It has been a common theme in Western literature for a long time. Vegetarianism has also been important in many different types of literature. This is because vegetarianism, animal rights, health, the meat industry, and climate change all have ties to literature. Platonic ideals, slaughterhouse hell, leaf-eating kooks, utopian, dystopian, apocalyptic, and literary fiction are all examples of how the diet can complicate character development in fiction. For example, in literary fiction, the diet can add heartbreaking arrogance, for example, or misanthropic compassion to a character. God says in Genesis: “I have given you every seed-bearing plant and every tree that has fruit that can be used to make food.” They will be yours to eat. Plums, berries, almonds, but not giraffes! That’s how the protagonist/antagonist of my novel Rabbits for Food might have said it, but she’s a rationalist, so she wouldn’t have said it that way. We have the same flat-edged teeth as the great apes thanks to evolution, and our two small fangs are meant to crack walnuts.
But Bunny isn’t living a healthy lifestyle because he’s a vegetarian. It doesn’t bother her that her sister wears what Bunny calls “shoes made from tree bark.” She smokes, has never been to the gym, and doesn’t like people like that. It hurts Bunny to eat meat because she cares a lot about animals and the environment. She doesn’t want to eat it. Her honesty is the kind that makes people uncomfortable. She is acerbic, caustic, judgmental, and even funny at the same time. But there’s no moral superiority here. Instead, she’s in a deep clinical depression, and she’s not happy. Bunny isn’t easy to like. As a child, Bunny lived on peanut butter sandwiches and canned fruit. In the second part, the story takes place in the mental hospital, where meat is the main dish at every meal. Below is a list of 10 books about vegetarians that are very good. I could have, by the way, included Han Kang’s great novel The Vegetarian, but it’s so well-known that I thought it was unnecessary.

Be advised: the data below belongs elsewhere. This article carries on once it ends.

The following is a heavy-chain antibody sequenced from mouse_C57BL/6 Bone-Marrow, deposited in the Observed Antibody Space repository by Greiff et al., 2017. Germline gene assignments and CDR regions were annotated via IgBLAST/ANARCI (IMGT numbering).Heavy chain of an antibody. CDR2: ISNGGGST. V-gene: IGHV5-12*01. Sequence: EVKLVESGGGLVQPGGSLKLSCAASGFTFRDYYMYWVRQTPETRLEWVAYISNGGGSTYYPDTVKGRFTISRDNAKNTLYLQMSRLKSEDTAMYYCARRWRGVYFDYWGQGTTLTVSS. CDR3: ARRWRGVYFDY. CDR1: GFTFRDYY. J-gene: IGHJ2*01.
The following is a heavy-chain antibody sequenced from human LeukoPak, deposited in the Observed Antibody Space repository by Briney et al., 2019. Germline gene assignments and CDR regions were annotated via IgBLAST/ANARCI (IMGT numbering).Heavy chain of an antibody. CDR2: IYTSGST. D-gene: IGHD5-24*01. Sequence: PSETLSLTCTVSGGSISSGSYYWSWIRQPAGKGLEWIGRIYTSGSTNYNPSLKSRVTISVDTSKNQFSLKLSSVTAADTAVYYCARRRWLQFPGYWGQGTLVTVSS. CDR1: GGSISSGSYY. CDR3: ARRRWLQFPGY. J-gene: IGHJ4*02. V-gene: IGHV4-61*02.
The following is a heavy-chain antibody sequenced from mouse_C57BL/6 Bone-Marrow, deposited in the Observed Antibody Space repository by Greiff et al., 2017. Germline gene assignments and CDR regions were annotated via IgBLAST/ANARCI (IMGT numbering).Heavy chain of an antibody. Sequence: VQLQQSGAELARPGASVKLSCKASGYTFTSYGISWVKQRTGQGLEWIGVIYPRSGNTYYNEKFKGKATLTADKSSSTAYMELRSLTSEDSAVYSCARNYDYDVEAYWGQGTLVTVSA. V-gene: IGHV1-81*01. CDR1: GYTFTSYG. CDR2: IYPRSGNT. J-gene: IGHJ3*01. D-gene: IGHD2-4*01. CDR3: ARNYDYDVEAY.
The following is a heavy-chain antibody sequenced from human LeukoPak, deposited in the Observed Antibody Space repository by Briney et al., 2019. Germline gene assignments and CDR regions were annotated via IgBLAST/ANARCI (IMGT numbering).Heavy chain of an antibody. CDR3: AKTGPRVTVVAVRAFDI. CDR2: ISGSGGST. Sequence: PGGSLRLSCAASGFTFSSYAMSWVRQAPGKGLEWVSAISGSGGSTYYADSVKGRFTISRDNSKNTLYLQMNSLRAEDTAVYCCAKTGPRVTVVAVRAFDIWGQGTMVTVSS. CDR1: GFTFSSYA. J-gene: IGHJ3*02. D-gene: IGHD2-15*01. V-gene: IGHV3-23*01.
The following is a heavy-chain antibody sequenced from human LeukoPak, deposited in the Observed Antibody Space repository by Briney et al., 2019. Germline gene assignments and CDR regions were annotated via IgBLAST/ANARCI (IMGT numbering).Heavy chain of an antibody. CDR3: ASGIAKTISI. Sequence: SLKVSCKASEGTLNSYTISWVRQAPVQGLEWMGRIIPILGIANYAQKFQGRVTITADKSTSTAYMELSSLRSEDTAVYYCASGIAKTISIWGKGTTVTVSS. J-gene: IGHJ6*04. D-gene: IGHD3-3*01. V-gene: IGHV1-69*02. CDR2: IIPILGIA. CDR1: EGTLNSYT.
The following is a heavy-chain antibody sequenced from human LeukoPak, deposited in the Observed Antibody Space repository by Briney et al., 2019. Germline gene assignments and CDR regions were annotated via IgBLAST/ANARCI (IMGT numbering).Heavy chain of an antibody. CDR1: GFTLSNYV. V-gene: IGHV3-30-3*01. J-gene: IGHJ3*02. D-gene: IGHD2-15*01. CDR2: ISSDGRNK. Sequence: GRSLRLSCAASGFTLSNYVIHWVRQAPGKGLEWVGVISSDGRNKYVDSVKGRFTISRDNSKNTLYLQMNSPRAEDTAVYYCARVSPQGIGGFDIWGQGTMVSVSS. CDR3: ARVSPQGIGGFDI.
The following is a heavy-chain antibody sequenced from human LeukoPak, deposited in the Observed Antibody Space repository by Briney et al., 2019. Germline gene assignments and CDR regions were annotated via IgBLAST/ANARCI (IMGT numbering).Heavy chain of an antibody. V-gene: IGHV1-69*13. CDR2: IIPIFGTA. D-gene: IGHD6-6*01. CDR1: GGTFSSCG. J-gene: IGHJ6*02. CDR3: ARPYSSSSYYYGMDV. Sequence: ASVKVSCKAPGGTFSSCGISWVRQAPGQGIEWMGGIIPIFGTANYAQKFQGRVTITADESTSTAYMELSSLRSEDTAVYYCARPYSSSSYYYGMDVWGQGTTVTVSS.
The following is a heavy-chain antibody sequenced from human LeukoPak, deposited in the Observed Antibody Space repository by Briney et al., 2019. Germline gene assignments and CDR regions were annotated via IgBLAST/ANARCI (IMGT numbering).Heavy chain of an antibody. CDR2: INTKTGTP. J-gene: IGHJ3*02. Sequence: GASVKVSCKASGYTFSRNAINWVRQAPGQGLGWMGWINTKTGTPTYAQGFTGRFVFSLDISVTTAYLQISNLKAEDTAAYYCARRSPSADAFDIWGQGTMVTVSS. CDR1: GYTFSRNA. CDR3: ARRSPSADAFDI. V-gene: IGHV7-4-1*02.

Elizabeth Costello by JM Coetzee
Coetzee’s main character is a brilliant writer, a well-known literary figure, a complicated woman, and a vegetarian. The book is made up of formal lectures, some of which are about animal rights. A person who has a lot of specific things on her mind doesn’t always have room for feelings that go outside of that area. Elizabeth makes a comparison between the treatment of cattle and Nazi atrocities at one of her talks. This doesn’t go over well with the audience, or with her son, who tells her to stop making a show of herself.
Frankenstein by Mary Shelley
When people think of Creature, Mary Shelley’s book about a monster that kills, they think of Boris Karloff as the killer. Even though Dr. Frankenstein changed the natural order, the Creature was “born” innocent. He was nice. He didn’t eat meat. “My food is not that of man. I do not kill the lamb and the kid to satisfy my hunger.” All he wanted was love and friendship. His natural sweetness was ruined by the cruelty and rejection he received from people. This turned him into the monster. After he killed a lot of people, people don’t talk about what he ate. Is it safe to say that his menu has changed?
Ethical Vegetarianism edited by Kerry S Walters and Lisa Portmess